The Battle of the Leotung was a British victory against an overwhelming fleet of Chinese pirate ships. In 1855 the Royal Navy launched a series of operations into the Gulf of Leotung and surrounding area to suppress piracy, several battles were fought and hundreds of pirates were killed.
|Battle of the Leotung|
|Part of Piracy in Asia|
An 1890 map of the Pearl River Delta, Leotung is at the center right.
|United Kingdom||Chinese Pirates|
|Commanders and leaders|
Edward W. Vansittart
|Casualties and losses|
1 brig damaged
1 steamer damaged
~300 killed or wounded|
2 lorchas sunk
6 war-junks sunk
~5 war-junks damaged
In the 1850s the southern China coast was base for many different pirate groups, Eli Boggs' being the most famous. Vessels used by the Chinese pirates were armed with guns ranging from thirty-two pounders and down and had complements on average of fifty or more. European and American sailors often were among the pirate crews. The war-junks engaged in the Leotung battle carried six to over eighteen guns each and all displaced ninety to 200 tons, with the exception of the lorchas which were larger and better armed. Several pirate fleets operated in the Pearl River Delta and it became the target of a British counter-piracy operation in mid to late 1855. One expedition of one brig and two chartered steamers was under the command of Captain Charles Turner. The brig was HMS Bittern carrying twelve guns and 125 officers, crew and marines, she was under Commander Edward W. Vansittart. The steamer Confucius was crewed by Chinese sailors and armed by guns from the frigate USS Macedonian but she did not engage in battle as she ran low on coal and was forced to leave the expedition not long after it began. The other steamer Pavushan or Paoushan was not armed but was commanded by Captain Turner and used to tow the Bittern through shallow water.
On August 18 while sailing in the Gulf of Leotung, the Pavushan and the Bittern came within sight of thirty-seven to forty junks, including two lorchas. They were positioned near the mouth of the river which led to Fuchan. Later Commander Vansittart reported that because of the heavy rain and thick mist he could not get an accurate count of the pirate ships he spotted. Bittern and Pavushan advanced until just over two miles away from the pirate fleet and anchored for the night. The following morning the pirates initiated the battle after they formed two divisions and began an advance towards the British ships. When within range the pirates opened up with their cannon and the British returned fire. The pirates' armament mostly included long 18-pounders which gave them a further range so for about ten minutes the two sides dueled but only the Chinese were capable making any hits. Bittern was the main target for Chinese fire and was struck a few times before achieving her first hit. Most of the pirates' fire reportedly passed over and through the sails and rigging of the Royal Navy vessels and when the pirates came within range of the Bittern her broadsides became more accurate and she raked several vessels and apparently damaged them severely. Due to this the pirates were forced to regroup and retreat. Attempting to trick the British into running aground; the pirates fled through a mess of reef and sandbars. The trick failed and the Bittern was able to maneuver through the treacherous waters and keep up her heavy fire. Both of the lorchas, the vessels said to have fired the most accurate shots, were sunk along with six other junks. The remaining thirty or so vessels escaped and towed at least five damaged junks away. An estimated 300 pirates became casualties and none were captured, some of the pirates were thought to be European. Bittern and Pavushan did not receive too much damage and none of the British service men were harmed in an action that lasted around an hour.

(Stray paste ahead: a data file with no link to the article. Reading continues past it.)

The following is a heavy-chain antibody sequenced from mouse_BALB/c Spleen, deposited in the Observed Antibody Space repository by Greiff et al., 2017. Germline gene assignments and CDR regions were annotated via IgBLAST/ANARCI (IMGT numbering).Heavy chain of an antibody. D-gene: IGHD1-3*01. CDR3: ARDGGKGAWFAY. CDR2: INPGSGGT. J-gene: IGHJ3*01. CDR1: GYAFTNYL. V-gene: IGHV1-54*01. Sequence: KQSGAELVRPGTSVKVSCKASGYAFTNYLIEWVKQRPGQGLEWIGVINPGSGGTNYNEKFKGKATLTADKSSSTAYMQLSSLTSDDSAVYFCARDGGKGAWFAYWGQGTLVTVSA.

The pirate fleet headed north for New Chang where they seized several merchant ships and threatened to kill hostages and attack the port if $100,000 was not paid to them. They killed one Chinese sailor and sent his body ashore in a basket so afterwards the Chinese officials gave in to the demands and the ransom was paid. Before freeing the merchantmen they forced the crews to pay them 1,200 dollars for each ship. Those who could not afford to pay were killed and their ships burned. The pirates then split into several smaller groups and hid themselves among the Pearl River's several streams and tributaries. On August 20, the morning after the battle, Bittern was under tow by Pavushan and headed north to begin freeing the dozens of captured merchantmen all over the region. In western Mid-Tao Strait they encountered thirteen of the pirate craft and after another battle, one was captured and turned over to the Chinese government and ten others were sunk by gun fire or first burned and then sunk. Bittern and Pavushan sunk another junk on August 30, north of Staunton Island, and later in September they fought the Battle of Sheipoo against Eli Boggs' fleet. Captain Charles Turner was killed in the battle and Commander Vansittart took command and finished the action with a decisive British victory. Vansittart later became a vice admiral in the Royal Navy.
- Wombwell, pg. 114-155
- Wombwell, pg. 114-155
- Wombwell, pg. 114-155
- Wombwell, pg. 114–155
- Pirates and Junks in Late Imperial South China
- Wombwell, A. James (2010). The Long War Against Piracy: Historical Trends. Fort Leavenworth, Kansas: Combat Studies Institute Press. ISBN 978-0-9823283-6-1.
- Cohen, W. Joanna (2006). The culture of war in China: empire and the military under the Qing Dynasty. ISBN 1-84511-159-1.